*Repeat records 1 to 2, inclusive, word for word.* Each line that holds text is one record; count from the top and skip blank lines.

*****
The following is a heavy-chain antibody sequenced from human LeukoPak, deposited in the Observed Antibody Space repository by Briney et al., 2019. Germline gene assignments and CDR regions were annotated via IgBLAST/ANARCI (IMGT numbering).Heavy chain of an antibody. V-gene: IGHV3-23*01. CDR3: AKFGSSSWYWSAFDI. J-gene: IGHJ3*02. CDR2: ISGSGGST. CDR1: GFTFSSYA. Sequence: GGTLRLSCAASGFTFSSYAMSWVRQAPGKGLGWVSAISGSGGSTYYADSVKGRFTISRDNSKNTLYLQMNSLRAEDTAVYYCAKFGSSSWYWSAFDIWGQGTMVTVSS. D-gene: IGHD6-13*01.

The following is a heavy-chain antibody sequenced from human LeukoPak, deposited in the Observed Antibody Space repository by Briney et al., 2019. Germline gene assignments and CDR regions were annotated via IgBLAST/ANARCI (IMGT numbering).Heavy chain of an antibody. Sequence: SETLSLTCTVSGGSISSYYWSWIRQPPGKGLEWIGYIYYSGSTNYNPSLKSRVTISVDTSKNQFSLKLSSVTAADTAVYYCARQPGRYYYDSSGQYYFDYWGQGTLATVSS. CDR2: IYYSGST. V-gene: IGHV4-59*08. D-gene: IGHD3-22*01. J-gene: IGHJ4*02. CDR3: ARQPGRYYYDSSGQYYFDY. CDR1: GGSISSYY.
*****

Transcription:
The following is a heavy-chain antibody sequenced from human LeukoPak, deposited in the Observed Antibody Space repository by Briney et al., 2019. Germline gene assignments and CDR regions were annotated via IgBLAST/ANARCI (IMGT numbering).Heavy chain of an antibody. V-gene: IGHV3-23*01. CDR3: AKFGSSSWYWSAFDI. J-gene: IGHJ3*02. CDR2: ISGSGGST. CDR1: GFTFSSYA. Sequence: GGTLRLSCAASGFTFSSYAMSWVRQAPGKGLGWVSAISGSGGSTYYADSVKGRFTISRDNSKNTLYLQMNSLRAEDTAVYYCAKFGSSSWYWSAFDIWGQGTMVTVSS. D-gene: IGHD6-13*01.

The following is a heavy-chain antibody sequenced from human LeukoPak, deposited in the Observed Antibody Space repository by Briney et al., 2019. Germline gene assignments and CDR regions were annotated via IgBLAST/ANARCI (IMGT numbering).Heavy chain of an antibody. Sequence: SETLSLTCTVSGGSISSYYWSWIRQPPGKGLEWIGYIYYSGSTNYNPSLKSRVTISVDTSKNQFSLKLSSVTAADTAVYYCARQPGRYYYDSSGQYYFDYWGQGTLATVSS. CDR2: IYYSGST. V-gene: IGHV4-59*08. D-gene: IGHD3-22*01. J-gene: IGHJ4*02. CDR3: ARQPGRYYYDSSGQYYFDY. CDR1: GGSISSYY.